Last week, I had a client who had just recently filed for bankruptcy under Chapter 7. Her intention was to reaffirm on her mortgage so that she could retain her home. When she contacted her creditor to make arrangements for the reaffirmation agreement, she heard an automated message that sent her into a panic.
She called my office to ask me what they meant. I set-up a conference call with the number she had called so we could both listen to the message together. The number turned out to be a special number that people who had filed bankruptcy were supposed to call, and the automated message warned the callers that all of the client’s assets were part of the bankruptcy estate.
Technically, there was nothing inaccurate about the automated message. When a debtor files for bankruptcy, all of their assets do indeed become part of the bankruptcy estate. The problem was how the message was worded, and the fact that the message made any reference to the bankruptcy estate at all. The message was worded in such a way (and in retrospect, I think it was done so intentionally) to prey on the relative naiveté of a typical debtor in bankruptcy and cause unnecessary panic.
First of all, most people filing for bankruptcy struggle with making distinctions between assets and debts, and understanding the difference between disclosing a debt and having a debt discharged. In fact, most people refer to it as “including or not including” debts, and they think that including a debt is synonymous with disclosure and discharge, when in fact, it is not.
So, as a result of that common misconception mixed with the cryptic automated message, my client believed that her mortgage lender was telling her that she had forfeited her home in the bankruptcy. She hadn’t, of course. But that brings us to today’s topic. What is the “bankruptcy estate”?
The bankruptcy estate is one of those concepts that most people remain oblivious to because – in 99% of cases – its effects are not readily observable. It’s a sort of behind-the-scenes concept, but one that plays a very crucial role in bankruptcy.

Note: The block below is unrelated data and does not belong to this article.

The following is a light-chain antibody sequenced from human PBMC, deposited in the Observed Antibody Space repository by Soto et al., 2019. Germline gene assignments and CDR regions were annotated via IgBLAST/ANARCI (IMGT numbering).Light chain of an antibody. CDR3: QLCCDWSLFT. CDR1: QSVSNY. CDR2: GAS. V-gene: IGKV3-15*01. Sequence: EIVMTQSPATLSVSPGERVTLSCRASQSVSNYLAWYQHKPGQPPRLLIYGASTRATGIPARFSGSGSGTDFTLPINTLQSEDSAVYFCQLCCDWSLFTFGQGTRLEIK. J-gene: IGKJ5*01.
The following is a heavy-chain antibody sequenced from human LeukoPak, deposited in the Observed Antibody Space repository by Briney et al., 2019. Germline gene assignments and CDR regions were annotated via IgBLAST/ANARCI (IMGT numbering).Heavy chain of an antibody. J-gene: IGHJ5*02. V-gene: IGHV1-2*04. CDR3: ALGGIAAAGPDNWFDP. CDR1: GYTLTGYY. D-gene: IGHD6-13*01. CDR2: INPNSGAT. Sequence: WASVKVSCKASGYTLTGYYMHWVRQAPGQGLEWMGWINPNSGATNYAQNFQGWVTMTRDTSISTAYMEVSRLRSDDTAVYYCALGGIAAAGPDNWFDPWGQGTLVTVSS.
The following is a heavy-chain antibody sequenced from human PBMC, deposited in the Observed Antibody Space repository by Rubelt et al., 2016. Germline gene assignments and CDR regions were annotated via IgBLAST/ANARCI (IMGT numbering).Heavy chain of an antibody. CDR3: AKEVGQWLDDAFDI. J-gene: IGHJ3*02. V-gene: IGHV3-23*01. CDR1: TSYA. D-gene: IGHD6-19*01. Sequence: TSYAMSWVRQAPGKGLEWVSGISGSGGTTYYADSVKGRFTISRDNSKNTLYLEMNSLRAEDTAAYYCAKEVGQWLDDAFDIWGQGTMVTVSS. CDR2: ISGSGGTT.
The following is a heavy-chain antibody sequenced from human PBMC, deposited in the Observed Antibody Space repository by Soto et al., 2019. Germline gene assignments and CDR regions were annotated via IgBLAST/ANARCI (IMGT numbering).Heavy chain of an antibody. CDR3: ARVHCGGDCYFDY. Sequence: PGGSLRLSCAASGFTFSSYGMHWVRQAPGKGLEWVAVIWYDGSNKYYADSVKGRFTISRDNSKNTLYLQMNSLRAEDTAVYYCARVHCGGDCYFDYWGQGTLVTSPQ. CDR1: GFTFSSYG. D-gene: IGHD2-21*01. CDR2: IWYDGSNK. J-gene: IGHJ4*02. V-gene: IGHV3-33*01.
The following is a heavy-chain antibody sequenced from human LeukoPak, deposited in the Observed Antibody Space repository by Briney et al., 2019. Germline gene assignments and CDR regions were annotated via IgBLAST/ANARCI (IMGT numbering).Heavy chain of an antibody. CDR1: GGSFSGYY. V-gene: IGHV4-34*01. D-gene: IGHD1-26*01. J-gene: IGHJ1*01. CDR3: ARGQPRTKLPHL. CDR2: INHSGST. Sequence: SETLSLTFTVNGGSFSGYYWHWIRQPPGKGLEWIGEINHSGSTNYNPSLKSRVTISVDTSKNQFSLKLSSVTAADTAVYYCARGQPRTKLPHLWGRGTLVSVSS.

When a bankruptcy case is filed, all assets of the debtor (including real estate, motor vehicles, personal property, financial accounts, and legal ownership interests of all other kinds) become property of the bankruptcy estate (with a few exceptions). This is laid out at 11 U.S.C. § 541.
The reason most debtors are unaware of this is because there is very rarely any manifestation of this transfer. Debtors retain physical possession of all of their assets, including the ability to use and dispose of said assets (although technically, because of the bankruptcy estate, they are not supposed to dispose of assets – this is really only relevant when it comes to larger assets).
The bankruptcy estate is analogous to a probate estate, which is the legal entity or “thing” that owns the stuff of a dead person until the probate process runs its course and the assets of the decedent have been passed on to his/her heirs.
In fact, the existence of the bankruptcy estate is one of the key components necessary to making the automatic stay function at all. One of the reasons that your creditors cannot garnish wages and repossess vehicles or foreclose property while a bankruptcy case is pending is because – technically – the assets are not yours, but instead they belong to the bankruptcy estate. And there they will remain while the case is pending, which allows the trustee and the court to review your finances without the interruption of creditors going after assets.
The existence of the estate is also a necessary component to allow the trustee to liquidate assets that may be non-exempt.
In most cases, assets are never seized by the trustee, and so the client remains blissfully unaware that although they retain possession and use of their stuff, that their stuff is technically not theirs.
But fear not! Like a probate estate, a bankruptcy estate is not permanent. After the case is no longer pending, the bankruptcy estate is dissolved and ownership interests revest back upon the original owner (you). Again, it’s very unceremonious, and chances are you’ll never notice that anything actually happened. In Chapter 7 cases, the revestment typically happens at the same time you receive your discharge. In Chapter 13, it can happen either at discharge or at confirmation of the plan (and there are strategic reasons to choose one over the other, in terms of legal protections).